The dangers of BNPL services and what you can do to make the most out of them
If you have been shopping recently – online or offline – you may have seen a new form of payment offering you interest-free instalments, with no strings attached! Companies such as Atome, Hoolah, OctiFi and Rely have partnered with major retailers such as Sephora, Qoo10 and Nike to offer such services to consumers.
Buy Now Pay Later (BNPL) services may be new here but have been wildly popular and successful in many other countries including Australia and the US. Afterpay is one notable example, achieving a massive A$32 billion market capitalization in merely 5 years. But apart from being a commercial success, are BNPL services truly beneficial to us consumers? Here are some of their pitfalls and what you can do to make the most out of these services!
It is no surprise as to why retailers love BNPL services – by breaking down a large payment into multiple instalments, customers perceive themselves to have more spending power than they actually have, and items to be cheaper than they are. Local BNPL providers Atome and Hoolah boast incredible stats, such as a 3x growth in transaction value (Hoolah & BHG), or a 15x increase in daily transactions (Atome & IUIGA).
Picture source: Hoolah
In fact, Hoolah openly advertises the fact that they can increase customers’ basket size and drive upsell. Which really makes you think – are these providers acting in your best interest?
With most of these services having an age requirement of just 18 years old, and near-instant approvals with "AI-powered" creditworthiness checks, it is clear that BNPL services mainly target a younger demographic with lower incomes. Banks on the other hand, have a shared credit scoring system, strict income requirements and credit limits proportionate to income.
Since most BNPL services allow you to charge to a credit card, there is a significant risk where customers may overleverage themselves by charging these BNPL instalments to their credit card, extending their debt and essentially circumventing the credit limits set by their banks. Coupled with the high interest rates of credit cards and the additional debt from BNPL services, this could potentially result in debt snowballing very well beyond the paying ability of customers.
In November 2020, the Australian Securities and Investments Commission (ASIC) released an update on Australia’s BNPL industry. The numbers speak for themselves, and they show that:
21% of BNPL users missed a payment in the last 12 months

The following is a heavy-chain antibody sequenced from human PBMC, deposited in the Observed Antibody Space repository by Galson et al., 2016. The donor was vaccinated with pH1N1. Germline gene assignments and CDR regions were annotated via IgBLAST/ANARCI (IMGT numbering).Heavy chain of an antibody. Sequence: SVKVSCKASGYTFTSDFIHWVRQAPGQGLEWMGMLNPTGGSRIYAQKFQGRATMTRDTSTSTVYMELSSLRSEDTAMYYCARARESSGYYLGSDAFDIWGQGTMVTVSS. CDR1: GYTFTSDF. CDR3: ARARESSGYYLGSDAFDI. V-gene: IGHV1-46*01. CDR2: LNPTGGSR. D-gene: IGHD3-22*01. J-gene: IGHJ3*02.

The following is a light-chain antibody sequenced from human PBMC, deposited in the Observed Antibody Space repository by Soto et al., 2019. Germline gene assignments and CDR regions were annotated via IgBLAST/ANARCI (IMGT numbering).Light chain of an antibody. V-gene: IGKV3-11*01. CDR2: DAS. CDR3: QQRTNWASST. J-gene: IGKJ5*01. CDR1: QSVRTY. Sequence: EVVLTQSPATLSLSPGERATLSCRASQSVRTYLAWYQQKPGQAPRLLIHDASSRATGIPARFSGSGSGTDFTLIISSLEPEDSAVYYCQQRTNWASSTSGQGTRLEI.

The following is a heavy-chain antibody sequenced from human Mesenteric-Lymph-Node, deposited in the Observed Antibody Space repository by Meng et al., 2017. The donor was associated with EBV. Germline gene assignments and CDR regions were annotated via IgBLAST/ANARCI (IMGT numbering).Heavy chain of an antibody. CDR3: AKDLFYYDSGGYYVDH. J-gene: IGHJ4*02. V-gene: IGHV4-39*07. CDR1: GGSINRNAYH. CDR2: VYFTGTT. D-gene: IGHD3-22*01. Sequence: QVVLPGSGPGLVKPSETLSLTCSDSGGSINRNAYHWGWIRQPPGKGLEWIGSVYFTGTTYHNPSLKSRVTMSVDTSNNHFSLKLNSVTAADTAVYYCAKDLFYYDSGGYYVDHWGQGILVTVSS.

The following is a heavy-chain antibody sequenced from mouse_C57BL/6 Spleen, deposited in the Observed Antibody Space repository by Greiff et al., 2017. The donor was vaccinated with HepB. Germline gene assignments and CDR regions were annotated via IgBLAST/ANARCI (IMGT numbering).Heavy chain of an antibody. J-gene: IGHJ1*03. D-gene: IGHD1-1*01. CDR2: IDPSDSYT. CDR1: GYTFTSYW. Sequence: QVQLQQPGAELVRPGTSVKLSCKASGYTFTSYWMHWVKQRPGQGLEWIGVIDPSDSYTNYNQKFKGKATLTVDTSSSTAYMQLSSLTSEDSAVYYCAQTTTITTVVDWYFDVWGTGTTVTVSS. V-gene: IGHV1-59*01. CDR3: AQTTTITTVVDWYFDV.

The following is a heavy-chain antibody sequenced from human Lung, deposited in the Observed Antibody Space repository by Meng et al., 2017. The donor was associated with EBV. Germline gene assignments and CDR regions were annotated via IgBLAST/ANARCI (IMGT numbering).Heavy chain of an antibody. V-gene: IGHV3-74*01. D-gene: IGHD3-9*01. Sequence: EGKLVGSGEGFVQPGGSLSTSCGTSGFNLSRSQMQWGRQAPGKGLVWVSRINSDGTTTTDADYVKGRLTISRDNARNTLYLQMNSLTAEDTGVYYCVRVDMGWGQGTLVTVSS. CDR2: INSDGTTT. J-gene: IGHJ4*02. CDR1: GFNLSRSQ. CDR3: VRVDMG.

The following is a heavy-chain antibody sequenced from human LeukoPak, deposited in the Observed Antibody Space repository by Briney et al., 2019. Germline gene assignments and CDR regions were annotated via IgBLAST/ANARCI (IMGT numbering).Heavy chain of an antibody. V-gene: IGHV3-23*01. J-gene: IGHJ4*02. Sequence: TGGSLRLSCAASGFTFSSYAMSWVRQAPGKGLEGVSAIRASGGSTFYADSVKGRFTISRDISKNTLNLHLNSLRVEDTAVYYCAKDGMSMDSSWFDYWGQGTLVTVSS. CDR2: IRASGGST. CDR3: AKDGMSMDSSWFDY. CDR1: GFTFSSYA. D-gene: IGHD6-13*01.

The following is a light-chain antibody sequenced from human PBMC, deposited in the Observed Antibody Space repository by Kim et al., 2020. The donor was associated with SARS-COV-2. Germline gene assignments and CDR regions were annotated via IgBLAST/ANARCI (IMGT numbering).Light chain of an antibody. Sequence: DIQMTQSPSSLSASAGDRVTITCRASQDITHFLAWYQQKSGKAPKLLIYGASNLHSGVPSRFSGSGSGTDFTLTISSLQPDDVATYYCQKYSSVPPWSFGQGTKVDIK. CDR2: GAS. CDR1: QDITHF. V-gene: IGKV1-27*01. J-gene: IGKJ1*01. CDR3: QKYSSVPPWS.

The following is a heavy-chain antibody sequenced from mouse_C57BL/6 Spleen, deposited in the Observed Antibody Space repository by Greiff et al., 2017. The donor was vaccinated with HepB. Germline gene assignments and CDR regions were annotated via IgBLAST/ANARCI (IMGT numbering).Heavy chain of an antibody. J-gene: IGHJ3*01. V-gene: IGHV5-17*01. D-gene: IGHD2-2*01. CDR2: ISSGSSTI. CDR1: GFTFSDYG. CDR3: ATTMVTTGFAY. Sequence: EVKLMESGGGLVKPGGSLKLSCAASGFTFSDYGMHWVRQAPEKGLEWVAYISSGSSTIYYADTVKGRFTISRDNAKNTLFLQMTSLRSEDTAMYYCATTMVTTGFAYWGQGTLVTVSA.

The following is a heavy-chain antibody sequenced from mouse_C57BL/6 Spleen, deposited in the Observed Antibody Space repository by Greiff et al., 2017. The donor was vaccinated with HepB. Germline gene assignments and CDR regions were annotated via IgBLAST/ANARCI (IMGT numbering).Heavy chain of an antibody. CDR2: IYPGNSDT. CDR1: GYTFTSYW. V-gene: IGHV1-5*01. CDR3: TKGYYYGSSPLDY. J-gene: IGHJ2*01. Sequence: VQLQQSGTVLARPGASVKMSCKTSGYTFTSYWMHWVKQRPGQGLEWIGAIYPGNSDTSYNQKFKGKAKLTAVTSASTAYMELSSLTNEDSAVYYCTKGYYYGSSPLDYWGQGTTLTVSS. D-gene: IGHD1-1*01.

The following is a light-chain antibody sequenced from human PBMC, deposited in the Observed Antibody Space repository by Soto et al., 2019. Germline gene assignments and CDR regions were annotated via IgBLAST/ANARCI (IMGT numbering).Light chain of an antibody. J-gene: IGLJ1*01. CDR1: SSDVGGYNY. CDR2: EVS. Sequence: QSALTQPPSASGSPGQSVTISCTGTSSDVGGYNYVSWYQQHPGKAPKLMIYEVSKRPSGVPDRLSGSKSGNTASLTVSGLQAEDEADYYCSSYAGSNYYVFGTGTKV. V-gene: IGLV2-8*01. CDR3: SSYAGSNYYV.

45% of transactions that missed payments had incurred multiple missed payment fees
20% of BNPL users missed paying other bills in order to pay their BNPL payments on time
BNPL users are more likely to incur interest charges on credit cards
BNPL users are more likely to have higher credit limit use
Even more stark are the outcomes of some BNPL users, where they even have to cut back on essentials, or take out an additional loan in order to make payments:
It is also unclear what BNPL services will do should customers run into financial difficulty and find themselves unable to pay the balance off. Unlike their more established overseas counterpart Afterpay, local BNPL services do not offer any “hardship” policy and instructs users to email support instead.
A potentially useful purpose of BNPL services, apart from budgeting, is to maximize credit card rewards. Unlike regular bank instalment payment plans, BNPL services are eligible to earn rewards on most cards (for now!). Many cards that offer high cashback or miles earn rates often have monthly minimums or caps, making it tricky to optimize your expenditure.
If you were to use the Citi Rewards card (which earns 4 miles per dollar up to $1,000 per month), a purchase of $2,000 will blow through the monthly cap and you would waste a potential 4,000 miles! By splitting your payments, you will be able to maximize your rewards and earn the full 4 miles per dollar. Similarly, this can work with cards that require a minimum monthly spend to earn rewards/interest, such as UOB One.
Additionally, because most BNPL services require you to register on an app and pay online, you can convert offline in-person spending to online spending, which is a category that many cards give higher rewards for. You can even pay off the remaining amount early with no penalty if you want to!
As the traditional players in payments start to catch on, expect more competition and a variety of options for BNPL in the future. Mastercard is already starting to roll out their solution in Singapore and Razer Fintech has partnered with Rely to bring BNPL to their merchants.
We can also expect regulators to start clamping down on BNPL, since most regulations regarding banking and credit are currently not applicable to BNPL. In Australia, regulators are already beginning to draft and enact regulations to protect consumers. Banks, whose lines of business are impacted by BNPL, may also restrict BNPL transactions on their own cards or exclude them from earning rewards – Capital One (in the US) has banned BNPL transactions from their credit cards just a few weeks ago and others may follow suit soon.
Like with all good credit card “hacks”, enjoy it while it lasts! Make sure you spend only what you have, and within your means. Use BNPL services as tools and not as alternative sources of credit.
Cover image source: Atome, Hoolah